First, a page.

Last night I saw that the same thing I have experienced so many times is happening to other Christians I love and respect. A sweet, gentle, tender-hearted and compassionate woman of God is accused of being "antinomian". This is a scurrilous charge brought up often to discredit people who rely on and emphasize the grace of God. It's true meaning is akin to hedonism or anarchy, and anyone who has even a passing acquaintance with this woman's writing knows that nothing could be farther from the truth. Her caution about crossing the line into sin, her constant checking of herself lest she also be tempted (Galatians 6:1) is admirable and evident to all. The attacks on her character and theology are just more wicked envy bearing fruit in her agressors' hearts.
Similarly, theologian Gregory A. Boyd has a blog post up today. A fellow believer he has debated many times has taken to outright lying about what Greg believes and proposes as truth, because it's the only way to discredit the man. Mr. Boyd appears to be amused by this, but I am not amused. It's an ugly reality in Christendom that breaks my heart and would turn me completely away from Christianity if it weren't for the reality of Jesus. Selfish ambition is a prime motivation of many ministries. Lying, name calling, misrepresenting others in unflattering ways- for way too many Christians this is the way to build their own little kingdoms on earth.
I have full confidence in the power of the Holy Spirit to see my fellow believers safely through this life and into the next. But I am not naive enough to think it will be easy. Hate hurts. It hurts no less when the hater signs off with "Love in Christ".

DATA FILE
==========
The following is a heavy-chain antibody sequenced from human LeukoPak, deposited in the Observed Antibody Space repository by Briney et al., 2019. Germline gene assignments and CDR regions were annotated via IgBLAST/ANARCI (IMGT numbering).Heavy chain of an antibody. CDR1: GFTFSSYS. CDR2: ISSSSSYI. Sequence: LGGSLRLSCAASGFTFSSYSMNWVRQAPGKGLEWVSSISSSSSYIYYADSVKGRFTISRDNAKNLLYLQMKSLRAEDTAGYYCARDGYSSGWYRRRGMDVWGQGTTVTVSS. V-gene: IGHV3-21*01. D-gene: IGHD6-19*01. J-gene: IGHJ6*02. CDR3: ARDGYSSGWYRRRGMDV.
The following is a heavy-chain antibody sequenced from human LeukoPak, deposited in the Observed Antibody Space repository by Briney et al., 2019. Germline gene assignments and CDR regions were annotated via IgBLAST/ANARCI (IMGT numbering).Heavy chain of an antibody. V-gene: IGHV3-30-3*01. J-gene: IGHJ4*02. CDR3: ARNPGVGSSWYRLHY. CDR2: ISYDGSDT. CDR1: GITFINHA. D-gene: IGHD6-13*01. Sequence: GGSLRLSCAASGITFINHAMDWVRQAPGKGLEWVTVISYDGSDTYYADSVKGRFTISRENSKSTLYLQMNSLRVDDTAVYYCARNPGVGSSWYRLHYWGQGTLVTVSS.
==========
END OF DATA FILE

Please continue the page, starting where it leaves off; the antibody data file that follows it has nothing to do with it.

The theologian I have every confidence will weather this new attack on his ideas. He seemed amused even, that a person he had known for so long and debated so often could still misrepresent his position. I don't find it so funny, because I don't believe it is accidental or merely fuzzy-headed. I have overcome more than one knife wound to the back from a Christian brother and sister, so I find it hard to buy the innocent mistake theory.
I fear more for the author of tender heart. As a devout and sincere believer, I think she underestimates the depth of the hatred and selfish ambition in the hearts of so many so-called "ministers" of the faith. Her book directly threatens other folks market base. That is where the rubber meets the road for the people who find not only their self-worth in "ministry" but also their future worldly needs provided by "ministry". The malice and fear in their hearts can not be overestimated.
As for me? Nothing can shake me from my faith in Jesus. I have experienced His grace and love. It is an objective reality. Being excluded and reviled by other Christians has absolutely no bearing on the reality of Jesus. It does make it harder to put into practice the command of Jesus to love my fellow disciples. But believing in the incarnation of Christ in me, the hope of glory, I am trusting in Jesus to bring that perfect love to pass in me in the fullness of times.
In the meantime, I am content to hang out here in the stable with Mary and the shepherds. In the meantime, I am content to go outside the camp with Jesus (Hebrews 13:13) and chill with Him. While here, I will remember to pray for others who are being excluded that they too will enjoy the presence of the Living God and relax in His bountiful grace. Sharing in his sufferings, we also share in his glory. In the end, it's all good. =)